In 2019, the New York City Council passed the Climate Mobilization Act (CMA) and the New York State legislature passed the Climate Leadership and Community Protection Act (CLCPA). These two laws, along with the passage of the $1 trillion federal infrastructure bill, offer tremendous opportunities to jumpstart the green economy locally. If fully implemented and backed by public investment, these recent climate victories have the potential to generate hundreds of thousands of green and low-carbon jobs in the industries required to reduce greenhouse gas emissions and to create more equitable, resilient neighborhoods in New York City.
Our goal in this studio was to provide a roadmap for policymakers, advocates, businesses, and our clients to position the city’s 21 Industrial Business Zones (IBZs) as transformational spaces for climate mobilization and local wealth creation. The students conceived of policy and planning interventions to activate IBZs in ways that ensure that communities that have suffered from wealth extraction, pollution, and the earliest impacts of climate change will benefit from the increased economic activity associated with the transformation to a green economy. The students’ ground-level recommendations focused on the Maspeth IBZ in Central Queens and the Southwest Brooklyn IBZ, but their policy framework is applicable to all 21 of IBZs, seeing them as a system. The clients for the studio were Association of Neighborhood and Housing Development, Business Opportunity Center Network, and the Southwest Brooklyn Industrial Development Corporation.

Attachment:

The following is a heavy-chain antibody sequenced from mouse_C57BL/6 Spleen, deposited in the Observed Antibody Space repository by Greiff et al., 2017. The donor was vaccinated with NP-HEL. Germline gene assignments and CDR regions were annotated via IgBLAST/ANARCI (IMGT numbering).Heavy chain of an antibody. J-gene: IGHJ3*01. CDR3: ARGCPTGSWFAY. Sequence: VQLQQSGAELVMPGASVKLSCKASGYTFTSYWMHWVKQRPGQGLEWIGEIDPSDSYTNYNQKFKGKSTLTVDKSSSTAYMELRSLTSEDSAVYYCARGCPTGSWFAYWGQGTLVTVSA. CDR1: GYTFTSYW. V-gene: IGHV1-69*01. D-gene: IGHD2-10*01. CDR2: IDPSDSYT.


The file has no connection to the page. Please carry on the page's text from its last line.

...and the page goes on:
We argue that the City and State must advance policies that protect and expand a green industrial economy in New York City using a framework of “community wealth-building.” Employing a comprehensive approach to economic development and climate adaptation that centers racial and economic justice, officials can affect economic transformation by supporting a robust industrial sector capable of designing, manufacturing, installing, and maintaining the technologies needed to rapidly transition away from fossil fuels, including energy efficiency retrofits, solar panels, offshore wind, heat pumps, green roofs, electric vehicles, and upgrades to public transit, among other critical pieces of the city’s infrastructure. The Industrial Business Zones can and should be at the center of this process.
Association of Neighborhood and Housing Development, Business Opportunity Center Network, and Southwest Brooklyn Industrial Development Corporation
Prof. Laura Wolf-Powers
Rachel Van Metre